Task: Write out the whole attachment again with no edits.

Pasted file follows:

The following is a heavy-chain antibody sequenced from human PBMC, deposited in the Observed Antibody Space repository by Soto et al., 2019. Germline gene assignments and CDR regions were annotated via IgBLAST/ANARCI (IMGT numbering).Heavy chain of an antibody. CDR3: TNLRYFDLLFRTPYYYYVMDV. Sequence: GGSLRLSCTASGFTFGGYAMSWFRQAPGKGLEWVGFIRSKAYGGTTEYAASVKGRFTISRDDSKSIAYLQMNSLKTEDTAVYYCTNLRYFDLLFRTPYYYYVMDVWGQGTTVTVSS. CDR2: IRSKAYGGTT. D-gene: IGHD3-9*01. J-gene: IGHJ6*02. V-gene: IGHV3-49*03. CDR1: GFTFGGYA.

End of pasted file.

The following is a heavy-chain antibody sequenced from human PBMC, deposited in the Observed Antibody Space repository by Soto et al., 2019. Germline gene assignments and CDR regions were annotated via IgBLAST/ANARCI (IMGT numbering).Heavy chain of an antibody. CDR3: TNLRYFDLLFRTPYYYYVMDV. Sequence: GGSLRLSCTASGFTFGGYAMSWFRQAPGKGLEWVGFIRSKAYGGTTEYAASVKGRFTISRDDSKSIAYLQMNSLKTEDTAVYYCTNLRYFDLLFRTPYYYYVMDVWGQGTTVTVSS. CDR2: IRSKAYGGTT. D-gene: IGHD3-9*01. J-gene: IGHJ6*02. V-gene: IGHV3-49*03. CDR1: GFTFGGYA.